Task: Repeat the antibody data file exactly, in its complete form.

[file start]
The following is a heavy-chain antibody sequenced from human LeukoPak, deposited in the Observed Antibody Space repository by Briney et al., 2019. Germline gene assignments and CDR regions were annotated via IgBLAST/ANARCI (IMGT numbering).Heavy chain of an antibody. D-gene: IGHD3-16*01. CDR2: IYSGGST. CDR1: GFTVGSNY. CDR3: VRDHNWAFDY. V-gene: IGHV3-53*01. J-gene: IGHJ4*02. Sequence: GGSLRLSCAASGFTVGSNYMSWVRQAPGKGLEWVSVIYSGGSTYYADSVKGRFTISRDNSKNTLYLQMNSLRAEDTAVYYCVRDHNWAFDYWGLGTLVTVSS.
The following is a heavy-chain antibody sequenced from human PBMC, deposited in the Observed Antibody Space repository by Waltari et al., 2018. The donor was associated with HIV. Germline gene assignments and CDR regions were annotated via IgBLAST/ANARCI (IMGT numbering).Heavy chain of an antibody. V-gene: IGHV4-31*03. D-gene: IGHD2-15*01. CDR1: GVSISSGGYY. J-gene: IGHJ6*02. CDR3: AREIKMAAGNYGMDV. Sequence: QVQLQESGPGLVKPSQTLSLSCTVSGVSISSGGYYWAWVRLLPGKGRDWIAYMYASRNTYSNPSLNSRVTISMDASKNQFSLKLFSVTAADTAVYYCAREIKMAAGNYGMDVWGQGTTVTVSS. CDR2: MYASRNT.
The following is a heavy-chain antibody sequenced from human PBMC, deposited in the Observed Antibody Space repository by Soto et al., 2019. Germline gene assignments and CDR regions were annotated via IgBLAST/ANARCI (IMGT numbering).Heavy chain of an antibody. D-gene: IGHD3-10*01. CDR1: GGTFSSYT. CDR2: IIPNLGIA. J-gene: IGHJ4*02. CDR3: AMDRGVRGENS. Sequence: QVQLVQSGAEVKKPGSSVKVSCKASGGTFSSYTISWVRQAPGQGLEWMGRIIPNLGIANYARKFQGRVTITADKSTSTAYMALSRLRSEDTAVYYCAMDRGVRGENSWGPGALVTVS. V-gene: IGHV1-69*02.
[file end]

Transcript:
The following is a heavy-chain antibody sequenced from human LeukoPak, deposited in the Observed Antibody Space repository by Briney et al., 2019. Germline gene assignments and CDR regions were annotated via IgBLAST/ANARCI (IMGT numbering).Heavy chain of an antibody. D-gene: IGHD3-16*01. CDR2: IYSGGST. CDR1: GFTVGSNY. CDR3: VRDHNWAFDY. V-gene: IGHV3-53*01. J-gene: IGHJ4*02. Sequence: GGSLRLSCAASGFTVGSNYMSWVRQAPGKGLEWVSVIYSGGSTYYADSVKGRFTISRDNSKNTLYLQMNSLRAEDTAVYYCVRDHNWAFDYWGLGTLVTVSS.
The following is a heavy-chain antibody sequenced from human PBMC, deposited in the Observed Antibody Space repository by Waltari et al., 2018. The donor was associated with HIV. Germline gene assignments and CDR regions were annotated via IgBLAST/ANARCI (IMGT numbering).Heavy chain of an antibody. V-gene: IGHV4-31*03. D-gene: IGHD2-15*01. CDR1: GVSISSGGYY. J-gene: IGHJ6*02. CDR3: AREIKMAAGNYGMDV. Sequence: QVQLQESGPGLVKPSQTLSLSCTVSGVSISSGGYYWAWVRLLPGKGRDWIAYMYASRNTYSNPSLNSRVTISMDASKNQFSLKLFSVTAADTAVYYCAREIKMAAGNYGMDVWGQGTTVTVSS. CDR2: MYASRNT.
The following is a heavy-chain antibody sequenced from human PBMC, deposited in the Observed Antibody Space repository by Soto et al., 2019. Germline gene assignments and CDR regions were annotated via IgBLAST/ANARCI (IMGT numbering).Heavy chain of an antibody. D-gene: IGHD3-10*01. CDR1: GGTFSSYT. CDR2: IIPNLGIA. J-gene: IGHJ4*02. CDR3: AMDRGVRGENS. Sequence: QVQLVQSGAEVKKPGSSVKVSCKASGGTFSSYTISWVRQAPGQGLEWMGRIIPNLGIANYARKFQGRVTITADKSTSTAYMALSRLRSEDTAVYYCAMDRGVRGENSWGPGALVTVS. V-gene: IGHV1-69*02.